JACKSON, Miss. (WJTV) – Mississippi is one of the top states for diabetes in the nation with about one in seven people living with the disease.
The women’s basketball coach at Jackson State University (JSU), Tomekia Reed, is trying to help lead the fight for a cure.
Reed is a champion on the court and has her team playing at the highest level, but one play that threw her off was when her son was diagnosed with diabetes at six-years-old.
“You know, he was delusional. You know, he had moments where he would sleepwalk. He had moments where he would use the restroom in different places of the house. He was extremely thirsty, you know, and he got to a point where he was just, you know, throwing up all the time,” she explained.
Reed continued, “He couldn’t hold food down, and so, it was just bad. He lost a lot of weight. And so initially, when that happens, as parents of type 1 diabetes kids, we think maybe it’s a growing spurt. Maybe he’s going through something growing wise. Let me give him more vitamins, and so, we try to self treat it. And it just kept continuing to get worse.”
“And so finally we took him to the doctor, to the hospital, and they rushed him into the E.R. and told us that he was in a very bad state. And, you know, that was a really tough moment for us. It was it was life changing,” she said.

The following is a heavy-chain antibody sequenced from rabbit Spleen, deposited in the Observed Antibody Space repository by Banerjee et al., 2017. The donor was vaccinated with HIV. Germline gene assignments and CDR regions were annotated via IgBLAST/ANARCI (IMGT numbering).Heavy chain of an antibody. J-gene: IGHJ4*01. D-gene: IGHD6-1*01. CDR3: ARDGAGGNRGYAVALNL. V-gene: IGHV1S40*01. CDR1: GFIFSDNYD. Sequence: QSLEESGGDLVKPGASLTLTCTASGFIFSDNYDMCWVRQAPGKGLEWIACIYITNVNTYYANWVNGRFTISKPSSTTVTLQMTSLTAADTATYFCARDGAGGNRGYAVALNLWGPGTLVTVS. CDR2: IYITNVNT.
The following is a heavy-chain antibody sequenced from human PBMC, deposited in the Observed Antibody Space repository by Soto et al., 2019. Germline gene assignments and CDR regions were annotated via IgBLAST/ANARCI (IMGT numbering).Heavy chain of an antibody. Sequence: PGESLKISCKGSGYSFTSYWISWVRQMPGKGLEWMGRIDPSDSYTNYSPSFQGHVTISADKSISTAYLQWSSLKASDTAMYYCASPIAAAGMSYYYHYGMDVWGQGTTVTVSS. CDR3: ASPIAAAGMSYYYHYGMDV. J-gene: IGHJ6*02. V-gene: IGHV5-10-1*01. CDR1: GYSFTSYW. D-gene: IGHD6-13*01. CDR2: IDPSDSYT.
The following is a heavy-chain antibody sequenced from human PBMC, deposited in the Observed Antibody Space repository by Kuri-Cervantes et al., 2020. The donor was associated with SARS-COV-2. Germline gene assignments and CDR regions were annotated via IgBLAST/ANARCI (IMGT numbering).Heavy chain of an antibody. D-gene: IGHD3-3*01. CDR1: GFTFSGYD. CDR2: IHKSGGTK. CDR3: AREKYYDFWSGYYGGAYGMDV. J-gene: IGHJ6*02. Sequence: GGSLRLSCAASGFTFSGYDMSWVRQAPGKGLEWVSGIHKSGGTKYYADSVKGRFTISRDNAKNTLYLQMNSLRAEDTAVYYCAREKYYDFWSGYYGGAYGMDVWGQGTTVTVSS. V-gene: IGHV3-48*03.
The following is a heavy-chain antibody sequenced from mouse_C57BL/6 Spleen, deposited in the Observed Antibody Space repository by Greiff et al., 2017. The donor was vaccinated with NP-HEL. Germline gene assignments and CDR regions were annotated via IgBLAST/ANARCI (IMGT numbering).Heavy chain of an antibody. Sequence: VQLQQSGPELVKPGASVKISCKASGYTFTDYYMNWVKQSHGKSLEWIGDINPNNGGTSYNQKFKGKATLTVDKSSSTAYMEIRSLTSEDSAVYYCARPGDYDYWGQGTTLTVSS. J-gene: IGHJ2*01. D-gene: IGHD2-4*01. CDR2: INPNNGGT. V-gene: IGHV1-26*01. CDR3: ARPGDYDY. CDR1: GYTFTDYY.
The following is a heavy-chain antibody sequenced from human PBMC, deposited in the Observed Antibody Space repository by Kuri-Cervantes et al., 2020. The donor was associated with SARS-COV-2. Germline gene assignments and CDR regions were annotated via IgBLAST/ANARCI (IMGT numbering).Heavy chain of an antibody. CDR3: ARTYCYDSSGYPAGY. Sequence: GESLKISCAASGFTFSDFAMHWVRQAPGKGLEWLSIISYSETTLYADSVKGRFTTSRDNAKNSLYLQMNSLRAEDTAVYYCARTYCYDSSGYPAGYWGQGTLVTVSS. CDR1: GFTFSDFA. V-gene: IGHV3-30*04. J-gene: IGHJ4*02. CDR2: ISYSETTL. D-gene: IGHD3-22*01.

The coach turned to the Diabetes Foundation of Mississippi for help searching for answers.
“The Diabetes Foundation here in Mississippi is phenomenal. When my son was diagnosed with type 1 diabetes, they came to my side and aided me and made sure we had all the tools that we needed for him to live a normal life,” Reed said.
Her son, Carlon, is now 11-years-old. He said you’ve got to know your numbers and don’t give up.
“Don’t give up. Don’t be, don’t be tired. Just don’t. Don’t make yourself overwhelmed because you have to check your sugar most times. It’s pretty easy over the years. Be patient and keep looking good and take insulin,” he said.
Each year, Reed and the Lady Tigers participate in the Walk for Diabetes as Team Carlon. This year, Reed and Carlon are the honorary chairs of the walk.
“We want a cure we want to cure for type one diabetes. And in order to do so, we have to bring good research for it and educate and bring more awareness to it. And so at the walk, we had our t-shirts on. We had good team spirit. We had our chance going to support, not only Carlon, but all the type 1 diabetes patients that were out there,” she said.
The money raised from the walk stays in Mississippi to fund educational and assistance programs for adults and children with type 1 and type 2 diabetes.